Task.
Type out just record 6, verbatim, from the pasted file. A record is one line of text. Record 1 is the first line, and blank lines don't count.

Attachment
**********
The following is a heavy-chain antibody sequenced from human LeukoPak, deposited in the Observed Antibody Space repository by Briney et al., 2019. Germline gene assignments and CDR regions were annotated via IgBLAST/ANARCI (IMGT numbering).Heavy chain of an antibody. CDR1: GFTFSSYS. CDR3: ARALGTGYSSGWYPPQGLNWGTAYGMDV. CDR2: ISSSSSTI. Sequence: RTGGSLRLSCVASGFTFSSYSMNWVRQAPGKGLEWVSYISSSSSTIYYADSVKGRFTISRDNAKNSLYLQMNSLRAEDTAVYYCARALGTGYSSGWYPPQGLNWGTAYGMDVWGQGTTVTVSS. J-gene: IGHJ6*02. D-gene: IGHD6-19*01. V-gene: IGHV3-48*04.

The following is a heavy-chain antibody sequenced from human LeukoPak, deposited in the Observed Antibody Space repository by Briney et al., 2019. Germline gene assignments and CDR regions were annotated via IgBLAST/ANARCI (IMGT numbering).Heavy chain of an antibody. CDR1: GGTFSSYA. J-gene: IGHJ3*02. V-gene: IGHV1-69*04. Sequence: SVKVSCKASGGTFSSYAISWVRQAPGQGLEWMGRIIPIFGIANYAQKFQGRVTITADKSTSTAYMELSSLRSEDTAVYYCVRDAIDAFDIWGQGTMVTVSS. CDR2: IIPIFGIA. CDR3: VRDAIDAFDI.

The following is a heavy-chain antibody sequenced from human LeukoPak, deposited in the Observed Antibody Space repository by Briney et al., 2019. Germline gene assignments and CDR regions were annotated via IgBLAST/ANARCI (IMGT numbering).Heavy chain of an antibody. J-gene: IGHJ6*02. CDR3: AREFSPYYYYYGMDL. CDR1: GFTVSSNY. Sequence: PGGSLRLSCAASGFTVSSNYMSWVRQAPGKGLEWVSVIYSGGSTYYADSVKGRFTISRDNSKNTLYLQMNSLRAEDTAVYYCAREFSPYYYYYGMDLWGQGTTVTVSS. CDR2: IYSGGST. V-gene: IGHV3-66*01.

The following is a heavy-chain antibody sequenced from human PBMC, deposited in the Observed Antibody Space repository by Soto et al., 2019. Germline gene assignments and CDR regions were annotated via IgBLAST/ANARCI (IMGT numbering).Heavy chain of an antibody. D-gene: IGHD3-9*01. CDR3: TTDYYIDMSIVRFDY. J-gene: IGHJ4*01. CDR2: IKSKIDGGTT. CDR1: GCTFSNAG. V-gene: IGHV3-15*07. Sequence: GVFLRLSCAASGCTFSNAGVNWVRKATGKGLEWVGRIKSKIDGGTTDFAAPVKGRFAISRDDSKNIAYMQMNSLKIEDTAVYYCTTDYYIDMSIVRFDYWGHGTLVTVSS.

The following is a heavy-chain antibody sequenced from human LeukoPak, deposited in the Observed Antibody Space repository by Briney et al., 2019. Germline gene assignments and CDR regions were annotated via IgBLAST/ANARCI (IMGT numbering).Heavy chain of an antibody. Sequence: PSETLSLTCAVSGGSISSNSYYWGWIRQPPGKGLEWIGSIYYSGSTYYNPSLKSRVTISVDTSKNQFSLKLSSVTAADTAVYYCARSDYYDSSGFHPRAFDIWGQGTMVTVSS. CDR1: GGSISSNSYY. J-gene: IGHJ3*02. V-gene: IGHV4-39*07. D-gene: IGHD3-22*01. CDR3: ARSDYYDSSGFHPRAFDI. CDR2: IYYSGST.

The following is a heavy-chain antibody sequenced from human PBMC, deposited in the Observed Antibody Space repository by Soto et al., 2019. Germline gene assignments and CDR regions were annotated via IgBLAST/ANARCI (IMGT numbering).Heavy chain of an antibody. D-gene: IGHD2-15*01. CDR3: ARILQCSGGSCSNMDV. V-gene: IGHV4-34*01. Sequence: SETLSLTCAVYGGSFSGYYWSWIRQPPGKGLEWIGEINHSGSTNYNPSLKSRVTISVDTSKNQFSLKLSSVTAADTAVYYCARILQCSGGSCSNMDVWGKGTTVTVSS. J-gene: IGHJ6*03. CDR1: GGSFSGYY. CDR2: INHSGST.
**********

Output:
The following is a heavy-chain antibody sequenced from human PBMC, deposited in the Observed Antibody Space repository by Soto et al., 2019. Germline gene assignments and CDR regions were annotated via IgBLAST/ANARCI (IMGT numbering).Heavy chain of an antibody. D-gene: IGHD2-15*01. CDR3: ARILQCSGGSCSNMDV. V-gene: IGHV4-34*01. Sequence: SETLSLTCAVYGGSFSGYYWSWIRQPPGKGLEWIGEINHSGSTNYNPSLKSRVTISVDTSKNQFSLKLSSVTAADTAVYYCARILQCSGGSCSNMDVWGKGTTVTVSS. J-gene: IGHJ6*03. CDR1: GGSFSGYY. CDR2: INHSGST.